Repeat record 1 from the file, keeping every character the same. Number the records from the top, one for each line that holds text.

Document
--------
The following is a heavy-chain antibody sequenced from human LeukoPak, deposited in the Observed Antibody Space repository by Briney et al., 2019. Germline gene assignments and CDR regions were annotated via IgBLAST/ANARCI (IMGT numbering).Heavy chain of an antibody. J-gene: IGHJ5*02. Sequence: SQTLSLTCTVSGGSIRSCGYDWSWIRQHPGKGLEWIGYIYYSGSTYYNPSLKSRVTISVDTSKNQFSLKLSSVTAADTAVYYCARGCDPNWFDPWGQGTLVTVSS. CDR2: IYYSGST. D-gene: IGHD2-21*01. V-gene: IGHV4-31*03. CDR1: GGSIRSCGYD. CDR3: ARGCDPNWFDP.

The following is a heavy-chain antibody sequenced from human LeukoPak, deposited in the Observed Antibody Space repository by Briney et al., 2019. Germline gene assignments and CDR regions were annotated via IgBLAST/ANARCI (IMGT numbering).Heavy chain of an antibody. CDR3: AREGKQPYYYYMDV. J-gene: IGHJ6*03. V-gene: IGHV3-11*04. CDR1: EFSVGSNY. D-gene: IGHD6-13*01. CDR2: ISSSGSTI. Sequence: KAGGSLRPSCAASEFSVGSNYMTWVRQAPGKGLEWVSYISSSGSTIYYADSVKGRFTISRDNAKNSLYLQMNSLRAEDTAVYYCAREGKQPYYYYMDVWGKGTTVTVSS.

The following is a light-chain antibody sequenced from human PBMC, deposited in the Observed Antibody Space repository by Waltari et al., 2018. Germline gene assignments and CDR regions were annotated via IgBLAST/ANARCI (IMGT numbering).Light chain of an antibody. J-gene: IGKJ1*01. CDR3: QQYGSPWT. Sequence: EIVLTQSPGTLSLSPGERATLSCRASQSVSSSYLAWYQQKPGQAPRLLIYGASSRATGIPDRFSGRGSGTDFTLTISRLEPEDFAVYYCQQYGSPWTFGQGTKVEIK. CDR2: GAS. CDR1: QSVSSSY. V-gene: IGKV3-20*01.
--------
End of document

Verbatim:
The following is a heavy-chain antibody sequenced from human LeukoPak, deposited in the Observed Antibody Space repository by Briney et al., 2019. Germline gene assignments and CDR regions were annotated via IgBLAST/ANARCI (IMGT numbering).Heavy chain of an antibody. J-gene: IGHJ5*02. Sequence: SQTLSLTCTVSGGSIRSCGYDWSWIRQHPGKGLEWIGYIYYSGSTYYNPSLKSRVTISVDTSKNQFSLKLSSVTAADTAVYYCARGCDPNWFDPWGQGTLVTVSS. CDR2: IYYSGST. D-gene: IGHD2-21*01. V-gene: IGHV4-31*03. CDR1: GGSIRSCGYD. CDR3: ARGCDPNWFDP.